Offensive language

    I have been a Sunday Times subscriber for years. On March 9, I picked up the paper and proceeded to read a story in the Perspective section titled Jarheads at war. I saw the expletive: F---. But there in black ink was something much worse. God's name in vain, spelled out for all to read.

    You chose to keep this F-word hidden in your article but chose to offend many Catholics, Christians and Jews alike by using the Lord's name in vain.

    Though the man who wrote the article may not take offense at this, I am sure many of your readers, like myself, do. I understand that the story was to be true to what went on over in the Gulf War, but since you chose to remove the F-word, why did you choose to leave this other one in? Many children have current-events assignments and look to your paper for articles that they can use. I find this in bad taste on your part.
    -- Karen Underwood, Clearwater

    Thanks to the troops

    I just want to say "Thank you" To all the men and women who have and will fight for our country and our freedom. My dad was in the Vietnam War and he made it back home. I pray everyone from this one will, too.

    I thank them for their bravery, their risking their lives for people they don't even know. That's the best and sweetest thing in the world. So thank you, my heroes and angels. Come back safely. Please.
    -- Michelle Johnson, New Port Richey

    Palestinian motives

    Re: Joined at the hip, dragging each other down, March 9.

    Bill Maxwell's column, while containing valid points about the Israeli-Palestinian interdependence, is amazing for its distortions.

    First: Ariel Sharon's visit to Temple Mount did not spark the latest round of violence. Palestinian Authority officials themselves have admitted (although not for Western consumption) that that visit was at most a pretext for the violence that was coming anyway. Arafat had made the decision to resume fighting because he did not get 100 percent of what he wanted at the Camp David summit -- especially the right of return. All he got was 95 percent.

    As for the question of Palestinians having a right to defend themselves, the answer lies in the origin of the fighting. If Maxwell remembers his last visit, before the fighting, the vast majority of Palestinians were living under Palestinian rule and the Israelis were not attacking or invading their areas. The renewed Palestinian attacks, especially the suicide bombings, drove the Israelis into renewed occupation and attacks. The goal of the Israelis is to stop Palestinian terror attacks. What is the goal of the Palestinian attacks?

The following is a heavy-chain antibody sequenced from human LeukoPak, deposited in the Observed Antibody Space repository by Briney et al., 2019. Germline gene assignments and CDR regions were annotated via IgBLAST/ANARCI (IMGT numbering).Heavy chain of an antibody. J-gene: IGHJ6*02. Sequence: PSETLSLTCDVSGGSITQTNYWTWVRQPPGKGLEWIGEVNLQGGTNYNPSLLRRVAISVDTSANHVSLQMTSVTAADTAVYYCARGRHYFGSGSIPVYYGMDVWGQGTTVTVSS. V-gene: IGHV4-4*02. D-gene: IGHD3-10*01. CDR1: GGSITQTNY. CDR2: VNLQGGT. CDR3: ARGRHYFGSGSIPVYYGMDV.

The question Maxwell should be asking is not whether the Palestinians have a right of self-defense, but rather, why are the Palestinians sacrificing their children's future and their very lives in this quest to destroy Israel and kill Jews? Why, Maxwell should be asking, won't the Palestinians accept Israel's existence?
    -- Bill Blocher, Lakeland

    Dyslexic thinking

    Re: Tallahassee's test bullies, March 9.

    Martin Dyckman might want to reconsider one sentence in this column. Dyslexia may not be a miswiring in a student's brain. When dyslexia is cultivated, it is a gift. It is the ability to see order where others see chaos. My dyslexic son, when asked what letter in the alphabet followed "A" answered "they all do." All his teachers answered "B."

    Dyslexics are not linear thinkers and process information far differently from those of us without the gift. My son did graduate from high school, went to a college that allowed tape recordings and student note-takers but opted for a career as an electrician using his hands. He took another four years of trade education to get a journeyman card, but now he earns nearly $80,000. Absent good vocational training in many of our schools, we force all of our kids into one-size-fits-all testing and destroy many gifted young people. Is it possible that we have many learning-enabled kids in a teaching-disabled system?
    -- Tony Leisner, Tarpon Springs